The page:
Sepiatone

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6 hours ago, Det Jim McLeod said:

What would Mario Cantone say about the French Revolution?

"Oh, that Marie Antoinette! Those wigs were hideous! I was so rooting for that guillotine!"

And eat what kind of cake? C'mon queeny, inquiring minds want to know.

I never heard of Cantone, which doesn't mean much as I'm way behind on pop culture and

celebrities. I caught just one outro and he was a little bit desperate for a good laugh. Whatever.

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On 10/4/2021 at 1:14 PM, Shank Asu said:

I'd be all for Bruce Cambell.  He's a great guy and lots of insight and stories to share.

Bruce would have been great. He's worked in horror and comedy for 40 years, he's starred in 2 TV shows, he meets and knows the fans and his contemporaries working in horror, and he wrote a book.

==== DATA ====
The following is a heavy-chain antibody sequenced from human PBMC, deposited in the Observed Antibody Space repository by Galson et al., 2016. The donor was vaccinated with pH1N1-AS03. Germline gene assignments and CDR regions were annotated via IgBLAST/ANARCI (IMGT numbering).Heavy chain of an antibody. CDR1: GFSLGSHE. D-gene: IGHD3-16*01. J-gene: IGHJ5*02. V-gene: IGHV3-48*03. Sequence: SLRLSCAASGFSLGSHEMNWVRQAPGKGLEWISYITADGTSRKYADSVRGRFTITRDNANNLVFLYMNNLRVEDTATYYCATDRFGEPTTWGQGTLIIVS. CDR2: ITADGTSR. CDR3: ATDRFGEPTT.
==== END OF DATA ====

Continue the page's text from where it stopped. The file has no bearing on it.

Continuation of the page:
I shut off The Birds when Ben and Cantone started up with the Hitchcock-Hedren story. I've seen The Birds a dozen times anyway.  As far as the reason the birds are pooping on humans, it was obvious to me as a kid when I first saw it that the balance of nature was disintegrating, a sign of worse events to come. Hitchcock saw no need to spoon feed the audience.

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On 10/4/2021 at 5:18 PM, speedracer5 said:

The part when the hysterical diner mother screams at Melanie and calls her “Evil” is my second favorite part of the movie. 

I always felt sorry for those two kids, having her as a mother, overreacting to everything, lol.

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On 10/4/2021 at 6:50 PM, Swithin said:

That old woman is Ethel Griffies (Left), who, nearly 30 years earlier, thought that the tripe was tough, until Zeffie Tilbury pointed out that she was eating her veil.